Alternately, you may pass information regarding a dojo.data datastore to use with the element. If provided, the ComboBox will be rendered as a text input, and will pull its options via that datastore.

    To specify a datastore, provide one of the following $params key combinations:

    • The key 'store', with an array value; the array should contain the keys:

      • store: the name of the javascript variable representing the datastore (this could be the name you would like for it to use).

      • type: the datastore type to use; e.g., 'dojo.data.ItemFileReadStore'.

      • params (optional): an associative array of key and value pairs to use to configure the datastore. The 'url' param is a typical example.

    • The keys:

      • store: a string indicating the datastore name to use.

      • storeType: a string indicating the datastore dojo.data type to use (e.g., 'dojo.data.ItemFileReadStore').

      • storeParams: an associative array of key and value pairs with which to configure the datastore.

    // As a select element:
    echo $view->comboBox(
        'foo',
        'bar',
        array(
            'autocomplete' => false,
        ),
        array(),
        array(
            'foo' => 'Foo',
            'bar' => 'Bar',
            'baz' => 'Baz',
        )
    );
    
    // As a dojo.data-enabled element:
    echo $view->comboBox(
        'foo',
        'bar',
        array(
            'autocomplete' => false,
            'store'        => 'stateStore',
            'storeType'    => 'dojo.data.ItemFileReadStore',
            'storeParams'  => array('url' => '/js/states.json'),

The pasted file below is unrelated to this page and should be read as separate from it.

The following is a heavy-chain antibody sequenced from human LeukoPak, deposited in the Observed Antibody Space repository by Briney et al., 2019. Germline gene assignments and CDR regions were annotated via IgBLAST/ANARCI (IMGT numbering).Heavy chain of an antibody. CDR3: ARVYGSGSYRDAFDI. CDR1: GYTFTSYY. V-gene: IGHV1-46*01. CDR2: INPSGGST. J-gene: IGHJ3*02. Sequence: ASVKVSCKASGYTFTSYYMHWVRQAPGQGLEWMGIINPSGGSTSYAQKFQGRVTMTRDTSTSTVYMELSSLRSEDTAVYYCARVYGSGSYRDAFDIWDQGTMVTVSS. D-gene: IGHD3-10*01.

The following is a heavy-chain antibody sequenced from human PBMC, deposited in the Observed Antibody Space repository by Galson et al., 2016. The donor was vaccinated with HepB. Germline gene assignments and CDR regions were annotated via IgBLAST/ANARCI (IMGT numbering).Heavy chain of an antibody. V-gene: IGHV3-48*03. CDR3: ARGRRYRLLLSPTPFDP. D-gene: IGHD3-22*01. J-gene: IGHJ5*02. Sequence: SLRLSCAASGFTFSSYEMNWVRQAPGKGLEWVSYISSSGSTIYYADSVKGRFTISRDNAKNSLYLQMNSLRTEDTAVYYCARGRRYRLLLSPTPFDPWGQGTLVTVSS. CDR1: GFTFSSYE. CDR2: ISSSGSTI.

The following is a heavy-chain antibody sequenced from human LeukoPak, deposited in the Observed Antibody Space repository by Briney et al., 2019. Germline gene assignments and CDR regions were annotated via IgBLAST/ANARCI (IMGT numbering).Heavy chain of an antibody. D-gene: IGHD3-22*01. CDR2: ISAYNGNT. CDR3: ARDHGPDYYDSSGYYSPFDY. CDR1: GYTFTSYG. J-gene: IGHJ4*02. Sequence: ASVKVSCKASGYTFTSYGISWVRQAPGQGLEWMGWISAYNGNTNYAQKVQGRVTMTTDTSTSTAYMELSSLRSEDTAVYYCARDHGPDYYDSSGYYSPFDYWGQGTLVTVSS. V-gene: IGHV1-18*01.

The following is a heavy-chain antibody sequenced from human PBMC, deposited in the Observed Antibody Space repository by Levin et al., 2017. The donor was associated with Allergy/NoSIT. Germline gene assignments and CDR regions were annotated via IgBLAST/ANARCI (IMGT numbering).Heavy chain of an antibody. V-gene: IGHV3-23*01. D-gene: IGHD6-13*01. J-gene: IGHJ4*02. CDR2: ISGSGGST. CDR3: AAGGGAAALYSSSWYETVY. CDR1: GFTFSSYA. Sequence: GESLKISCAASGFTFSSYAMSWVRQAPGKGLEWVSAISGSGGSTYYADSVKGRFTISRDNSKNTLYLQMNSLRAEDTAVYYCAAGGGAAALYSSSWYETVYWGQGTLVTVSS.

),
    );
  • CurrencyTextBox: dijit.form.CurrencyTextBox. Inherits from ValidationTextBox, and provides client-side validation of currency. It expects that the dijit parameter 'currency' will be provided with an appropriate 3-character currency code. You may also specify any dijit parameters valid for ValidationTextBox and TextBox.

    echo $view->currencyTextBox(
        'foo',
        '$25.00',
        array('currency' => 'USD'),
        array('maxlength' => 20)
    );

    Note: Issues with Builds

    There are currently » known issues with using CurrencyTextBox with build layers. A known work-around is to ensure that your document's Content-Type http-equiv meta tag sets the character set to utf-8, which you can do by calling:

    $view->headMeta()->appendHttpEquiv('Content-Type',
                                       'text/html; charset=utf-8');

    This will mean, of course, that you will need to ensure that the headMeta() placeholder is echoed in your layout script.

  • DateTextBox: dijit.form.DateTextBox. Inherits from ValidationTextBox, and provides both client-side validation of dates, as well as a dropdown calendar from which to select a date. You may specify any dijit parameters available to ValidationTextBox or TextBox.

    echo $view->dateTextBox(
        'foo',
        '2008-07-11',
        array('required' => true)
    );
  • Editor: dijit.Editor. Provides a WYSIWYG editor via which users may create or edit content. dijit.Editor is a pluggable, extensible editor with a variety of parameters you can utilize for customization; see » the dijit.Editor documentation for more details.

    echo $view->editor('foo');

    Note: Editor Dijit uses div by default

    The Editor dijit uses an HTML DIV by default. The dijit._editor.RichText » documentation indicates that having it built on an HTML TEXTAREA can potentially have security implications.

    In order to allow graceful degradation in environments where Javascript is unavailable, Zend_Dojo_View_Helper_Editor also wraps a TEXTAREA within a NOSCRIPT tag; the content of this TEXTAREA will be properly escaped to avoid security vulnerability vectors.

  • FilteringSelect: dijit.form.FilteringSelect. Similar to ComboBox, this is a select and text hybrid that can either render a provided list of options or those fetched via a dojo.data datastore. Unlike ComboBox, however, FilteringSelect does not allow typing in an option not in its list. Additionally, it operates like a standard select in that the option values, not the labels, are returned when the form is submitted.